No, You’re Not “So OCD”

Harini Harini is a student staff member at the Women’s Center and is also the co-facilitator of Between Women.

 

You have entered a chat with: Friend

1 message from: Friend

Did you hear what happened in class today?

 

1 message to: Friend

Yes! That girl just had a complete breakdown during her final, I can’t believe it!

 

2 messages from: Friend

Yes, oh my God!

What a schizo. I swear, she’s does this kind of stuff just to get out of taking tests.

 

2 messages to: Friend

I mean, she was upset, but do you think you should call her that?

I think she was just stressed out. You’re being kind of mean, don’t you think?

 

1 message from: Friend

Why are you being so sensitive? I was just expressing my opinion. Stop being lame.

Friend has left the chat.

 

Language policing is a heightened issue in the age of social media; communication has never been so accessible, but what can accompany the blend of different identities on one interface is thoughtlessness. All people seem alike on the internet, so it can be all too easy to subconsciously adopt the vocabulary of others, whether on the internet or in spoken word.

Those with mental illnesses and learning disabilities forge their own subculture among peers in person and the internet. A shared experience that dramatically impacts daily life is definitely something to bond over; but as with any marginalized group, there is a group with privilege that, knowingly or otherwise, co-opts the culture of the target group. Specifically, neurotypical people have a tendency to hijack mental illnesses and disabilities and use them as adjectives to describe themselves, more commonly described as ableism. Examples of this include claiming that you’re “so OCD” when your room is messy, or that having lots of energy makes you, “so ADHD.”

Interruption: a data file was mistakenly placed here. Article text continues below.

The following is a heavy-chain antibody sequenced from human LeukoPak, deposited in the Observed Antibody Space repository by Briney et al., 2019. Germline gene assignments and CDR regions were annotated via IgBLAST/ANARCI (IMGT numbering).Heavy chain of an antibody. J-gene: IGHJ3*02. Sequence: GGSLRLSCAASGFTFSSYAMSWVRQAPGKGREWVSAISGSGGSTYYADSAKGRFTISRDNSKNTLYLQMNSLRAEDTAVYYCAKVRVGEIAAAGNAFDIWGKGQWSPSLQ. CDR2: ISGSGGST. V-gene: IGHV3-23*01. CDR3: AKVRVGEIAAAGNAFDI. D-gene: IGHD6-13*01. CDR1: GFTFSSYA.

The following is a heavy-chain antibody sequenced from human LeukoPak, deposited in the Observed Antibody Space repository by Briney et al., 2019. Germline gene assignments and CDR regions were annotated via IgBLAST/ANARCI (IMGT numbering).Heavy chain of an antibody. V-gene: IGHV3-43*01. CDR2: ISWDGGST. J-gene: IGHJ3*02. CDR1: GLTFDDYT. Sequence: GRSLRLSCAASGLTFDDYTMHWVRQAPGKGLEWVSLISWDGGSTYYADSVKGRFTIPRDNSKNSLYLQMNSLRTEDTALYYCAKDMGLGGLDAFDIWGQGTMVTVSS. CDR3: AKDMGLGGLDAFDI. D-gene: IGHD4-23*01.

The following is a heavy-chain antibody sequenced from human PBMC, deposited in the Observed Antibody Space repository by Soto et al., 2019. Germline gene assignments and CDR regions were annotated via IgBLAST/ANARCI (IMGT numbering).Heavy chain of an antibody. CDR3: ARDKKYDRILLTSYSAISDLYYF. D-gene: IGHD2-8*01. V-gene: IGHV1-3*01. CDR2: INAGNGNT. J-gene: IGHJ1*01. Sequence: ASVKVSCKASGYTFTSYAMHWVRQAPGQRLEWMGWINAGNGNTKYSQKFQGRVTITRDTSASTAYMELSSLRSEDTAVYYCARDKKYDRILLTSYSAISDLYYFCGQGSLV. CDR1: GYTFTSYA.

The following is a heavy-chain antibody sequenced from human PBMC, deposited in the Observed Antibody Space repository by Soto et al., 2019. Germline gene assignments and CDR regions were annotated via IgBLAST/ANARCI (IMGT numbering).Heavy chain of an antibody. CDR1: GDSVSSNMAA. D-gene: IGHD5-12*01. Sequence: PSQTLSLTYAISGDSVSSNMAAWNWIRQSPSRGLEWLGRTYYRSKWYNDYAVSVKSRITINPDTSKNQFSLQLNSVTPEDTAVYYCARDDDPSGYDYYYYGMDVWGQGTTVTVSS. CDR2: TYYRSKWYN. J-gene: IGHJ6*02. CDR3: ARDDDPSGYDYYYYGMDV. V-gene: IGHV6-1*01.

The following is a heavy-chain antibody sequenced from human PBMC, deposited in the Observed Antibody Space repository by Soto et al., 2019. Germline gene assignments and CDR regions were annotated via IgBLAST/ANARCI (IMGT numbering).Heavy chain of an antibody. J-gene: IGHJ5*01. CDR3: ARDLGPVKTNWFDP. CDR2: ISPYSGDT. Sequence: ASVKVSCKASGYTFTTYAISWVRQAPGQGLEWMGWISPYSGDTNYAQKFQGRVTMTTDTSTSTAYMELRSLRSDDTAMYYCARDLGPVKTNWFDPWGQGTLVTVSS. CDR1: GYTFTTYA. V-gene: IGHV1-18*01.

Do you know what makes you “so OCD?” Having obsessive-compulsive disorder.

Using mental illnesses and learning disabilities to describe traits and actions of neurotypical people only furthers stigma of already marginalized groups. People who seek professional help for very real issues can feel invalidated by their neurotypical peers, who portray mental illness, learning disabilities, and quirks as interchangeable. Neurotypical people regard mental illnesses and learning disabilities as an open buffet, where they can claim whichever parts are most appealing and leave behind the rest. Neurodivergent people do not have such a luxury: they are forced to live with all aspects of their identity.

Another way in which disabled culture is infringed upon is through “inspiration porn,” a concept in which a disability is exploited for the sake of inspiring able-bodied people. People with actual disabilities aren’t any different from those without, apart from that one aspect, but they seem to be the prime target for starring in any sort of inspirational campaign, as if saying, “if a person with prosthetics can be an athlete, why can’t you?” When the meaning of this sentiment is dissected, it appears to offer a challenge for able-bodied people, stating that anything a disabled person does, an able-bodied person should be able to match, if not surpass. The perceptions toward neurodivergent and disabled people are paradoxical in that able-bodied/neurotypical people view the former as a tragic form of inspiration, but also have no qualms about encroaching on their culture and needs.